"I'm going to figure out how to make it happen, how to get my thyroid back on track because I don't want meds. I want my thyroid to work."

"You have to understand. Once it goes," she said. "That's pretty much it."

I was really glad she was so honest but all that did was to light my fire.

I thanked her, promised I would keep getting my TSH levels tested to make sure things didn't get a whole lot worse, and then I left.

I cried the whole way home. I felt two emotions: release and apprehension. On the one hand, it was good to have a diagnosis. It was good to learn that there was a reason for my fatigue and my achy muscles and joints. I'd been thinking I was just pushing myself too hard but it wasn't just that. I was under a lot of stress, I was working incredibly hard, I was pushing myself, and I burned the darn little gland out.

I would bet a lot of people can relate to that feeling, the feeling of pushing yourself like crazy, beyond endurance. So many of us drive ourselves to exhaustion, regularly. I had no idea it was possible for me to stress so much that a part of my body would stop working. But it did.

Now I had to decide what to do. My initial "no meds" stance had been reactionary. Meds would make things easier. We would determine the appropriate dosage and I'd just go on the meds and my energy level ought to return. It would be so much easier, and with how exhausted I already was, "easy" beckoned seductively. By the way, here's an interesting side note. There is absolutely no guarantee that meds will help you take off the weight, relieve the depression or help bring energy back. What they will do is get the appropriate (for you) amount of thyroid hormone in your system. They are supposed to help alleviate all these symptoms, but they won't necessarily do so. So, the decision rested with me: go on Synthroid or fight to find another way.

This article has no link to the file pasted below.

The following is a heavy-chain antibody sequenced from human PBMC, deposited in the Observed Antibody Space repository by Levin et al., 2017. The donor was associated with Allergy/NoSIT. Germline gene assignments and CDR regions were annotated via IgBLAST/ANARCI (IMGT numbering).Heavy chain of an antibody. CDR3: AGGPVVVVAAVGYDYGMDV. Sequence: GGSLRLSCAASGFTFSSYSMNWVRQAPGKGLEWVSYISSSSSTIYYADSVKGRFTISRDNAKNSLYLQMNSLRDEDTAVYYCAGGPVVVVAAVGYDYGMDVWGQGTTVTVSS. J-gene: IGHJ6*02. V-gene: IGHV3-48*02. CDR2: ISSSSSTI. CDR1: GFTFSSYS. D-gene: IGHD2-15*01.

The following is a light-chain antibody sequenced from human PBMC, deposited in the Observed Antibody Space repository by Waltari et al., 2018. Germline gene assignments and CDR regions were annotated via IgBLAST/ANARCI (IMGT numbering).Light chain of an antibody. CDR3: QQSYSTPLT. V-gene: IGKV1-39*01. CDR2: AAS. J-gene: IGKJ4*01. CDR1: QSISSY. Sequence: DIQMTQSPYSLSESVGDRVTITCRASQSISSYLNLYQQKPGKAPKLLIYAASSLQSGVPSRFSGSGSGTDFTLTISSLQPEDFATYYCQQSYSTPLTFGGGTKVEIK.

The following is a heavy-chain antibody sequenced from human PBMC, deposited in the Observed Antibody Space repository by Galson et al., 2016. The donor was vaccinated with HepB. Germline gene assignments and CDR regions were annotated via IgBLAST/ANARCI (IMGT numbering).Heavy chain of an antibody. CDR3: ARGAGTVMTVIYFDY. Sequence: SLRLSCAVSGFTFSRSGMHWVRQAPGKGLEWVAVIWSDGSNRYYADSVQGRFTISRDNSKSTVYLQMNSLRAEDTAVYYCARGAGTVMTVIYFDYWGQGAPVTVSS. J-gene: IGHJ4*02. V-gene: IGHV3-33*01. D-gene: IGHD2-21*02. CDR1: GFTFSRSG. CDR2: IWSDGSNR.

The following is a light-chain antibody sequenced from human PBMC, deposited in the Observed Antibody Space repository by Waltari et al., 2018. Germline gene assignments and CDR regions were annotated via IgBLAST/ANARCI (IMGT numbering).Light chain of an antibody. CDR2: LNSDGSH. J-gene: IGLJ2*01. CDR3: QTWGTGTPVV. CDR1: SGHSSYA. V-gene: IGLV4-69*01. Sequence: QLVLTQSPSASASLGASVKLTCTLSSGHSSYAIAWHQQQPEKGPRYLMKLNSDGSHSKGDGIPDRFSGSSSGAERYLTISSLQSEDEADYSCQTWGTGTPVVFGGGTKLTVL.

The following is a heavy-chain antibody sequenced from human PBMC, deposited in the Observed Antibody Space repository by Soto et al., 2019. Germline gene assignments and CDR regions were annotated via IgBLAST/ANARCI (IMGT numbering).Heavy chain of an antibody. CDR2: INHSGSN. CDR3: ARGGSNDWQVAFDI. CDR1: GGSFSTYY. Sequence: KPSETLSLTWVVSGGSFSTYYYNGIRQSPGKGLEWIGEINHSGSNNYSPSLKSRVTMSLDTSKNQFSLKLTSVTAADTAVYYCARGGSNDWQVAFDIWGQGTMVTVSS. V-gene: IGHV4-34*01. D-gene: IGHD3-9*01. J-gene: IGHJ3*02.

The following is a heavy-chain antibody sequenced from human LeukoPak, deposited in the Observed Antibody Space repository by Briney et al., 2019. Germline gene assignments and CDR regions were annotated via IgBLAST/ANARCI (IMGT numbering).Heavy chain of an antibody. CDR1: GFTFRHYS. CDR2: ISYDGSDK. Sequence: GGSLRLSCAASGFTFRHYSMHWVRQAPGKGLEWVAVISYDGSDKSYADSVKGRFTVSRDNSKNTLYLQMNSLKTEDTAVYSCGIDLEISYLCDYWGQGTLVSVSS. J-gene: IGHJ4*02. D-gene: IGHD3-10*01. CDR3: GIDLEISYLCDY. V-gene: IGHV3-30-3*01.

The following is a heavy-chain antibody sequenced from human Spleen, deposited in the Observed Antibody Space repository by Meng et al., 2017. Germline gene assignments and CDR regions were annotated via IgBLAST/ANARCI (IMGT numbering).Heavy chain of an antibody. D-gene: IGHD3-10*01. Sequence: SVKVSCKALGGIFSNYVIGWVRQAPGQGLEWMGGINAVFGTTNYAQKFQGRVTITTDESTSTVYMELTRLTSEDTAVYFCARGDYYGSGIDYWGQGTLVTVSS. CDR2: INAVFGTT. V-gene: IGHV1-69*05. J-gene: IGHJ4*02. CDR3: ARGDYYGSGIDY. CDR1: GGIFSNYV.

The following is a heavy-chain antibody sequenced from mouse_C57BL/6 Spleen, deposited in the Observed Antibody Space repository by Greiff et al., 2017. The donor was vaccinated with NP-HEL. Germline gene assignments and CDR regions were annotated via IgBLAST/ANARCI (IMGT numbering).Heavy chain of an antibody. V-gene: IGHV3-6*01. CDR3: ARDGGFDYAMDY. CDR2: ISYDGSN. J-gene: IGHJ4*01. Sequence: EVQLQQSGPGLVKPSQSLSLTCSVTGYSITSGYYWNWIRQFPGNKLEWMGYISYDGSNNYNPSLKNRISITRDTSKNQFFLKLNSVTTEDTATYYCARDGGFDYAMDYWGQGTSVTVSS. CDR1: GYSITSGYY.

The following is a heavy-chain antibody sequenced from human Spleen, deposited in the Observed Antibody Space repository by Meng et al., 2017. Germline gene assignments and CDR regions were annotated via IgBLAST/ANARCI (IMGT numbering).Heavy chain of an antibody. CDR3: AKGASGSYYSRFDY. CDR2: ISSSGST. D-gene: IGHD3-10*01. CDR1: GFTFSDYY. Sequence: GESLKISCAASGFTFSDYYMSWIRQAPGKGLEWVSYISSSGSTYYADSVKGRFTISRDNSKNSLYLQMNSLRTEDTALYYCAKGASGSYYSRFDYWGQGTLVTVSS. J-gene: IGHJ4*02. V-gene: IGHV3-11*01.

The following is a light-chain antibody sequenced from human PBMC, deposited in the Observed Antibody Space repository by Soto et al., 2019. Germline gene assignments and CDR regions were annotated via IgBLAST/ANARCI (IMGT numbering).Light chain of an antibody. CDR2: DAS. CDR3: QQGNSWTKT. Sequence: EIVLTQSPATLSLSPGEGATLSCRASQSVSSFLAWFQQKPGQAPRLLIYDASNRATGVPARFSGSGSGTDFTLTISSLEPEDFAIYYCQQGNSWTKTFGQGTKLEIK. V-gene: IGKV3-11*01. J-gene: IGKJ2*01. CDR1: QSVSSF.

Somewhere on the walk home, I resolved to figure out exactly what I needed to do to fix myself. Although I knew that I faced an impossible task (according to Dr. L) I promised myself that I'd try and that meant a different perspective